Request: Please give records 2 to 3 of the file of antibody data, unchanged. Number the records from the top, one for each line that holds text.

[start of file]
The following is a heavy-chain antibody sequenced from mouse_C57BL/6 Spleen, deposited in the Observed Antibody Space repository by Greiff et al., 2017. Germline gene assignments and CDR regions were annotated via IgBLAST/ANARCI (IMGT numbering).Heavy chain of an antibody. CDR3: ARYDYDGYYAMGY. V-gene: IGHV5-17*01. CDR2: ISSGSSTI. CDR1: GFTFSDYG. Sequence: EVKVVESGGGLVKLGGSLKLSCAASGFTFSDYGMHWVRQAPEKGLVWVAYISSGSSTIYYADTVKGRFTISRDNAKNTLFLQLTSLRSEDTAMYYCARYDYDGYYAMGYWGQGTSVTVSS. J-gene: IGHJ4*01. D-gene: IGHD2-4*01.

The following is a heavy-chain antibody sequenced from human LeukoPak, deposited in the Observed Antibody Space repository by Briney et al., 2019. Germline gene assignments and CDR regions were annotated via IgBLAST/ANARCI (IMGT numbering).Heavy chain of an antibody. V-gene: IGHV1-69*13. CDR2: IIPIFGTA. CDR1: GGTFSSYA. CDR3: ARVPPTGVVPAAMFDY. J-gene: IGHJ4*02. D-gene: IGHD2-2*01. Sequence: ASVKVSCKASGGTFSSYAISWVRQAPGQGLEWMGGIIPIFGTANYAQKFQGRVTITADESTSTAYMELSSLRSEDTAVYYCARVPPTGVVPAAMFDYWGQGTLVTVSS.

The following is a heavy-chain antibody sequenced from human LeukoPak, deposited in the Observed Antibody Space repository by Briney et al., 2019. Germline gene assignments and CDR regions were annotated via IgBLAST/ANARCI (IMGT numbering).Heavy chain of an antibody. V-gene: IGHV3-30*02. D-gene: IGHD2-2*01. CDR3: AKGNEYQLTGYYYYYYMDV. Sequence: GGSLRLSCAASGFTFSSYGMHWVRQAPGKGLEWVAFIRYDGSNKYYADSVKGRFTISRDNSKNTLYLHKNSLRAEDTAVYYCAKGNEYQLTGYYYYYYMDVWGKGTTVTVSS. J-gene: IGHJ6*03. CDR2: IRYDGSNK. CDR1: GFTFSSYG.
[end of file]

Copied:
The following is a heavy-chain antibody sequenced from human LeukoPak, deposited in the Observed Antibody Space repository by Briney et al., 2019. Germline gene assignments and CDR regions were annotated via IgBLAST/ANARCI (IMGT numbering).Heavy chain of an antibody. V-gene: IGHV1-69*13. CDR2: IIPIFGTA. CDR1: GGTFSSYA. CDR3: ARVPPTGVVPAAMFDY. J-gene: IGHJ4*02. D-gene: IGHD2-2*01. Sequence: ASVKVSCKASGGTFSSYAISWVRQAPGQGLEWMGGIIPIFGTANYAQKFQGRVTITADESTSTAYMELSSLRSEDTAVYYCARVPPTGVVPAAMFDYWGQGTLVTVSS.

The following is a heavy-chain antibody sequenced from human LeukoPak, deposited in the Observed Antibody Space repository by Briney et al., 2019. Germline gene assignments and CDR regions were annotated via IgBLAST/ANARCI (IMGT numbering).Heavy chain of an antibody. V-gene: IGHV3-30*02. D-gene: IGHD2-2*01. CDR3: AKGNEYQLTGYYYYYYMDV. Sequence: GGSLRLSCAASGFTFSSYGMHWVRQAPGKGLEWVAFIRYDGSNKYYADSVKGRFTISRDNSKNTLYLHKNSLRAEDTAVYYCAKGNEYQLTGYYYYYYMDVWGKGTTVTVSS. J-gene: IGHJ6*03. CDR2: IRYDGSNK. CDR1: GFTFSSYG.